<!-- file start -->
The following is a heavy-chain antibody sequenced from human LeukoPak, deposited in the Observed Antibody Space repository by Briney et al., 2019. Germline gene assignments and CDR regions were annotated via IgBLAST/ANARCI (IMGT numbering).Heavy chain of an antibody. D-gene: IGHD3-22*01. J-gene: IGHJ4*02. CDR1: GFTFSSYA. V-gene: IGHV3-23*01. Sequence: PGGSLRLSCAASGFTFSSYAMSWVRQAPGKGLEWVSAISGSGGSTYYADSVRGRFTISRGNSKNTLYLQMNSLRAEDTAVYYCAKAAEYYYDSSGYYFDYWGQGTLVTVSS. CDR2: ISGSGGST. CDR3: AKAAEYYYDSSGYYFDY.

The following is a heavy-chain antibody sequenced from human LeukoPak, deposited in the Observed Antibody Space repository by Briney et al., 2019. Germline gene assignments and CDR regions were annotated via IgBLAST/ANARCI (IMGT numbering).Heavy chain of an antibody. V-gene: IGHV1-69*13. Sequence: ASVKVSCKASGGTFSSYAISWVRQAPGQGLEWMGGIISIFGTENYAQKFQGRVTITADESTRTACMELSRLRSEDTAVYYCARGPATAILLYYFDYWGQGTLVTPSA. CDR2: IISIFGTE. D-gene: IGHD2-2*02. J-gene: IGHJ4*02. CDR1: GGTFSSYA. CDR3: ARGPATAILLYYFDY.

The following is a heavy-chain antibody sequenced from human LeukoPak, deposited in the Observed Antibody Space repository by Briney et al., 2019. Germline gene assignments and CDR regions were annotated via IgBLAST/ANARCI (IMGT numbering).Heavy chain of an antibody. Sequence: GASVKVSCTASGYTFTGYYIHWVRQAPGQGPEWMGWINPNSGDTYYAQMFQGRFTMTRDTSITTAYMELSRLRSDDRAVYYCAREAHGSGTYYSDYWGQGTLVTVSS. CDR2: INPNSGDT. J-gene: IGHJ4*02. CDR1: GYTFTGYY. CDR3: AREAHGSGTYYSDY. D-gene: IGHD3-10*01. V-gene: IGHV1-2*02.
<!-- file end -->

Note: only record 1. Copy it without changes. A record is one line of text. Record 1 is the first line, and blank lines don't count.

The following is a heavy-chain antibody sequenced from human LeukoPak, deposited in the Observed Antibody Space repository by Briney et al., 2019. Germline gene assignments and CDR regions were annotated via IgBLAST/ANARCI (IMGT numbering).Heavy chain of an antibody. D-gene: IGHD3-22*01. J-gene: IGHJ4*02. CDR1: GFTFSSYA. V-gene: IGHV3-23*01. Sequence: PGGSLRLSCAASGFTFSSYAMSWVRQAPGKGLEWVSAISGSGGSTYYADSVRGRFTISRGNSKNTLYLQMNSLRAEDTAVYYCAKAAEYYYDSSGYYFDYWGQGTLVTVSS. CDR2: ISGSGGST. CDR3: AKAAEYYYDSSGYYFDY.